The Fleet has been a resounding myth because it starts in that great sense of space on Hampstead Heath, where you are overlooking the city. You have memories of the type of thing as Constable's cloud paintings. You have this as really an open space, a free zone, and the city as an event horizon beneath you, and the particular route of that Fleet River, past St Pancras Old Church, which is one of the oldest religious foundations in London, now somewhat marooned by all the developments around King's Cross, and St Pancras Church, associated with the poet Shelley, who met Mary Shelley there, with Chatterton, who supposedly fell into a grave while visiting there, with Rimbaud, who lived in Royal College Street, very nearby, with Verlaine, and with Thomas Hardy, as an architect, who, when the railways were carving through the graveyard, got the job of tidying away the gravestones. So there is now a thing called the Hardy Tree, which is an amazing tree, surrounded by these gravestones that fill in all round it, like sharks' fins almost, and he wrote a notable poem about having to do this task.
So I think that there is a dark side with the rivers as well. There was a moment when Christopher Wren felt, with the Fleet River, that you could create a new Venice, and that at the opening part of the river, where the river goes into the Thames, there were bridges very elegantly put over it, and it was a kind of moment that is rather like that is happening now, in some ways, with the Lower Lee, that there is a kind of visionary sense. They did not have computer-generated realities, but they had drawings that suggested this was going to be wonderful, and of course very soon it was not, because the dead dogs were going in, it was foul, and it was sealed over and closed up, until you come to the point where Carol Reed is making his famous film 'The Third Man', in Vienna, and there is a great chase, with Orson Welles running through sewage systems. Orson Welles was not very keen on going down into sewage systems at all, and so they actually ended up doing a lot of the sound effects and even some of the visuals in the Fleet. It was done there, with other people doing the running. So it is a very adaptable space, and it is a space that is caught up with mythology.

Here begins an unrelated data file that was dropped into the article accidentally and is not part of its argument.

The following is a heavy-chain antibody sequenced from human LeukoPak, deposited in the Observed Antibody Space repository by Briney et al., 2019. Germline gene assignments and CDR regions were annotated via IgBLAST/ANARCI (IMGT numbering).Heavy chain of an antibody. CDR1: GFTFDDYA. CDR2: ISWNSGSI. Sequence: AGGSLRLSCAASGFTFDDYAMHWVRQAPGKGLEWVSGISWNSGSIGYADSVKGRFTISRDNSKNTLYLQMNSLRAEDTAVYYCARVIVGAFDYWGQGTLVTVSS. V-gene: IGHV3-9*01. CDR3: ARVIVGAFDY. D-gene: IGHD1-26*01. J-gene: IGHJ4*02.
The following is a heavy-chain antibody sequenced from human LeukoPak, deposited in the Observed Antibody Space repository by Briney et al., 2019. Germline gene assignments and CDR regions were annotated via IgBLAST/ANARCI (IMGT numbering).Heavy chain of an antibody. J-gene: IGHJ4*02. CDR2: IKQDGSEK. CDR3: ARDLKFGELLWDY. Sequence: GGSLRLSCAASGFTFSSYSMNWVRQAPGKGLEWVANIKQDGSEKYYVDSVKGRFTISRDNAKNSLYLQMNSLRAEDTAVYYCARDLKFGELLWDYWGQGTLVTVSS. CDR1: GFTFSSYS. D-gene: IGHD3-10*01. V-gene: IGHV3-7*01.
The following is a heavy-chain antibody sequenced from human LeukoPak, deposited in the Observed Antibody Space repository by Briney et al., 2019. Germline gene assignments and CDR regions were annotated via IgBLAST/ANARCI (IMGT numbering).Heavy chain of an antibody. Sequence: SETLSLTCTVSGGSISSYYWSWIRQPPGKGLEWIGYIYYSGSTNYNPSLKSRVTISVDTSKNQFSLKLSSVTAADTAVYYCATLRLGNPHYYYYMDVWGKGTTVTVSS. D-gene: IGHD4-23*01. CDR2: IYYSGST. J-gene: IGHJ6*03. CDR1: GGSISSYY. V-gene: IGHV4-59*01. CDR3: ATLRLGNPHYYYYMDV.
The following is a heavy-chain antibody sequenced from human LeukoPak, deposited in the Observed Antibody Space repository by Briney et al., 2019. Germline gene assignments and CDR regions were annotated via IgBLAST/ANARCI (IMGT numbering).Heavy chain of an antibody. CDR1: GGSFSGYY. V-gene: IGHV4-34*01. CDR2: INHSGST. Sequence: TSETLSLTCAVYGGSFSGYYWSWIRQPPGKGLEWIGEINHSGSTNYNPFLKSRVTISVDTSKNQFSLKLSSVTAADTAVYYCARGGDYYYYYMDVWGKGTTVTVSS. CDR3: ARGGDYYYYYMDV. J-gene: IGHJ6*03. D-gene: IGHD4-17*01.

Blake, talking about these secret rivers, in 'Jerusalem', says:
'The secret gardens were made paths to the traveller. I knew not of their secret loves with those I hated most. Hackney and Holloway sicken. Highgate's heights and Hampstead's to Poplar, Hackney and Bow, to Islington and Paddington, and the brook of Albion's River. We builded Jerusalem as a city and as a temple.'
So there is a sense that the hidden rivers are also sacred rivers and they are part of creating a new celestial city out of the degraded particulars of the city as it stands, and the pillars of Jerusalem, Marylebone and St Pancras and so on, creates a new city, which is what fascinates the poet Andrew Aidan Dun.
There is also a sense of the darkness of the water, the secret water, and Dun writes about that in his footnotes for Vale Royal. He says: 'The black stream is a ley line whose energies have become stagnant through neglect or negative through misuse.' So you have these two kinds of water.
At one time, earlier on in my career, in the late 1960s early 1970s, I was working as a painter and decorator in a house in Chepstow Place in Notting Hill. I was very interested to discover that this was precisely the address of one of the characters in the Robert Louis Stevenson story, 'The Suicide Club'. I was very keen on Stevenson at that point. It was a peculiar house, because it was very cold in the winter, when we were working there, often wearing coats and gloves to paint and scrape away the remains of what had been in this room, and around about one o'clock every day, I could hear this strange tapping noise. Then I realised, looking out of the window, that it was actually two people down below in a courtyard wearing mufflers, hats, coats, gloves, and dark glasses, playing table tennis! They came out every day and they played table tennis, and later, I discovered it was Donald McWhinnie and his wife. He was a producer of plays by Becket on the radio, and Harold Pinter, and they lived this completely sort of Becket/Pinter kind of life. It was completely mechanical. They did not speak a word to each other. They played for precisely twenty minutes, and then they stopped, whatever stage of the game, and went inside again, and I thought this is very haunting.